I met Mela through her son, Relja, who I befriended when he attended my high school during his Junior Year. While we wore the typical American casual clothes, Rela would wear slacks and tweed blazers. Each time I saw him walking through the halls, he was always alone.  

One day I saw him in the library reading a poetry book by Johan Wolfgang von Goethe. My mother had taken me to see his play, Faust, so I was somewhat familiar with his work. It seemed to me that Relja needed a friend so I approached him and started to discuss his book, and that was the beginning of our friendship.

 Over the coming weeks, he told me about his family: how his father had been the right hand man to Tito, the Yugoslavian Dictator, and an ambassador to several countries, including France, Norway, India and Austria. When his father died, the family fell on hard times so he and his mother moved to the US in the hopes that Relja would receive a good education.  

“This is the sacrifice my mother is making for me,” he told me in his Yugoslav/British accent. “It hurts me that she is now the servant to another family.”

A few weeks later, Relja took my mother and me to meet his mother. Her grey hair was tied up in a perfect bun. She wore a cashmere sweater and tailored wool skirt. What captivated me most was her warm, inviting smile. I saw in that smile that, despite her humiliating circumstances, she refused to let them define her.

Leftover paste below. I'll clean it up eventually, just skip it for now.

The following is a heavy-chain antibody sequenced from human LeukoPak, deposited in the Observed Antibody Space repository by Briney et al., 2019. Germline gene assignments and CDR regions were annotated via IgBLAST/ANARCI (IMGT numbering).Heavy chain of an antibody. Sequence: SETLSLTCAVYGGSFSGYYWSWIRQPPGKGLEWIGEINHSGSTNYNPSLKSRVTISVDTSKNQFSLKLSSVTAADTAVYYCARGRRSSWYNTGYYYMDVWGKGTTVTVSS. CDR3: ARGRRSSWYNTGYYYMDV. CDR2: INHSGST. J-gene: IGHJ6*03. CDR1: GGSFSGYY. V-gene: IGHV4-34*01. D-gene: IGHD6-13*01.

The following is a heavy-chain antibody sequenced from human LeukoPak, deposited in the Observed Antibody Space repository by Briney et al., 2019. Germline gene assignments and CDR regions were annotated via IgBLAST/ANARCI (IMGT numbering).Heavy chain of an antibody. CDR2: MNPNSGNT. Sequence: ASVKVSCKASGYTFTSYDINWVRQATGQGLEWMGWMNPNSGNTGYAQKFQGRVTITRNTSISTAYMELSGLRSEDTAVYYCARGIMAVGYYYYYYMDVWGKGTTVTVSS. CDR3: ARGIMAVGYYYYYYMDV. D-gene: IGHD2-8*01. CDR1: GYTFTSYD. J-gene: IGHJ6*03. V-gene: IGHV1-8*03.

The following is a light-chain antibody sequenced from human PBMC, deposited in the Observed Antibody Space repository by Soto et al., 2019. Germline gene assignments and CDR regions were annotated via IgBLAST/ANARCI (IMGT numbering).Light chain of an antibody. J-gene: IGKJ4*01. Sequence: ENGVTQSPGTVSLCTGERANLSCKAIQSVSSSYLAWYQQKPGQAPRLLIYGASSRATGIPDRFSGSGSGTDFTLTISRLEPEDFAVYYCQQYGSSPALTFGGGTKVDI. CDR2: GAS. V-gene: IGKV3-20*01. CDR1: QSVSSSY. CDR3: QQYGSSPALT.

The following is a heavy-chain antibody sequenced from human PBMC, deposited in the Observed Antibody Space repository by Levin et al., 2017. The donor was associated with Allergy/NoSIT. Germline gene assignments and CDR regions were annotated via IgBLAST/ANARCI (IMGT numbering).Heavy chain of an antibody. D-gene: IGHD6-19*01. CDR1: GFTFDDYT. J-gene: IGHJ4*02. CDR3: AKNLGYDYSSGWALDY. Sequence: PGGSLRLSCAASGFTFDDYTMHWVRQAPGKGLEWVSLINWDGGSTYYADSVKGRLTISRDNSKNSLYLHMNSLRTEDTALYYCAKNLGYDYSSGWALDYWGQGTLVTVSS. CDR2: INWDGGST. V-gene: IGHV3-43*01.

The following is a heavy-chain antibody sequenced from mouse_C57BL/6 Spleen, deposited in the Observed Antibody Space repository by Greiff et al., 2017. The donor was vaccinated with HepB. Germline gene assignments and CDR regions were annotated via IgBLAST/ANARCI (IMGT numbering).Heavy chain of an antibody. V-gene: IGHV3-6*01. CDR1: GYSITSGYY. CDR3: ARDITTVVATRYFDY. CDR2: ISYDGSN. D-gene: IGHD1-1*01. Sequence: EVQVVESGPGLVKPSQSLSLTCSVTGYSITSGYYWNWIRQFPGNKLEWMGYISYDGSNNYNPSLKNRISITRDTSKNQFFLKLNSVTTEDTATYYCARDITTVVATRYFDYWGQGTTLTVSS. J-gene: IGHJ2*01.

My mother and I became very close to Mela. She was so happy to have a friend in my mother to take her to museums and concerts. She would come to our home often and I would sit for hours encouraging her to tell me stories about her life. 

 Mela and Relja moved back to Europe after that year and, by that time, they became like family to us. Each time I traveled to Europe, I would visit Mela and we wrote and called often.

I will never forget one trip to Paris when I visited Mela in her simple apartment. She was so happy to see me that she started to cry as she hugged me. “Come sit,” she said taking my hand, “I have made lunch for you.”

Mela was well into her early 80s on that visit and I will always remember the care she took to lay out a perfectly ironed table cloth over her small table. She proceeded to take from her fridge a plate she prepared of smoked salmon, cheese and a large salad. “Please eat,” she said, as she passed me a piece of warm baguette. 

We ate the meal very slowly while we caught up about our families and ourselves. I remember how tranquil I felt to sit with her and how I never wanted that afternoon to end.

I will always remember the love she put into that simple meal. She couldn’t have given me a bigger gift and this is the gift I wanted to pass on to you: that our meals must be prepared with loving care. 

Every action Mela took was with grace. In contrast, most of us rush around our days, gulping down food, most of which is take-out. So many of us mothers have such little time to prepare meals that we throw something together as almost an afterthought. No wonder why our kids don’t enjoy eating it. It’s also no wonder why so many of us are over-weight. We lack mindfulness and, as a result, feel off balance and often out of control.

Mela died a few years ago, but there isn’t a day that goes by that I don’t think about her and express my gratefulness to this truly great woman who lived a noble life, despite significant adversity. She could have easily decided to victimize herself, but instead she chose to bask in the love she felt for so many of us. 

If you’re feeling like you’re being mistreated in a relationship, please contact me at lauri@embracingmyself.com